The Fitbit Charge, released in late 2014, adds an average of five steps per 100 steps taken, according to Matt Swider of Tech Radar. Using the popular goal of 10,000 steps per day, the Fitbit gives in an inaccurate reading of 10,500 steps. This inaccuracy is common among Fitbit devices.
All of the devices Fitbit manufacturers are designed to keep track of the number of steps the wearer takes. The more premium models include sleep-tracking features and auto-sleep detection to monitor sleep patterns. The Charge, Charge HR and Surge models are most beneficial for hardcore fitness enthusiasts, as they include heart rate monitors and features that keep track of the number of minutes the wearer is active, as well as the number of floors climbed during stair workouts. The only Fitbit device that can be synced to a smart device completely is the Charge HR, which allows the user to see incoming calls, text notifications and control his music without having to retrieve his smartphone, as of 2015.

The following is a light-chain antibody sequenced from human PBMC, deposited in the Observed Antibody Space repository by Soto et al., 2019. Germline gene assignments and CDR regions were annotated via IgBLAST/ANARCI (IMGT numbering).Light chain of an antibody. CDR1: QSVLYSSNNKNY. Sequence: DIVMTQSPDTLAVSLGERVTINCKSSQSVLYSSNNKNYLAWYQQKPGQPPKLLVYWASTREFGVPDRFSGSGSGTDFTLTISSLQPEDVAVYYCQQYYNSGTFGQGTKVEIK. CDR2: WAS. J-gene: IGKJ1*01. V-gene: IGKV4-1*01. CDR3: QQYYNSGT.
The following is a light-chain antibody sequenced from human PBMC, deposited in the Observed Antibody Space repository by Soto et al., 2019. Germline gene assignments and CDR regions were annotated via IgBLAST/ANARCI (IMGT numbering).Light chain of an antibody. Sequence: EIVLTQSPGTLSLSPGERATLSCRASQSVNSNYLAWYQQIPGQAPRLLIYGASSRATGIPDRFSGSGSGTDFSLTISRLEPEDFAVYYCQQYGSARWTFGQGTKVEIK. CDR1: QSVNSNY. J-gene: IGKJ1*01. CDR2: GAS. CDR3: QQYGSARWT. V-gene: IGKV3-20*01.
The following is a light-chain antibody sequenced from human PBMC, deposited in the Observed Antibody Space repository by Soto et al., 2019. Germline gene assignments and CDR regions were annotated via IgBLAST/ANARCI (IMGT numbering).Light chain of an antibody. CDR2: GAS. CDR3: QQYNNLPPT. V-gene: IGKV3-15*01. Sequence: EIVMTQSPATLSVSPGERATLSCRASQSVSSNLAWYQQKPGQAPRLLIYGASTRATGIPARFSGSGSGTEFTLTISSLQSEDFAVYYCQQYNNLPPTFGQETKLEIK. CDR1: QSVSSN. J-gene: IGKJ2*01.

Each Fitbit device connects to an application on a smart device to help the user keep track of his steps and sleeping patterns. The application allows the user to see his daily averages, as well as the number of steps his friends have taken, so long as they also have compatible Fitbit devices. The sleep tracker has three different colors to let the user see when he was awake, when he was asleep and when he was restless.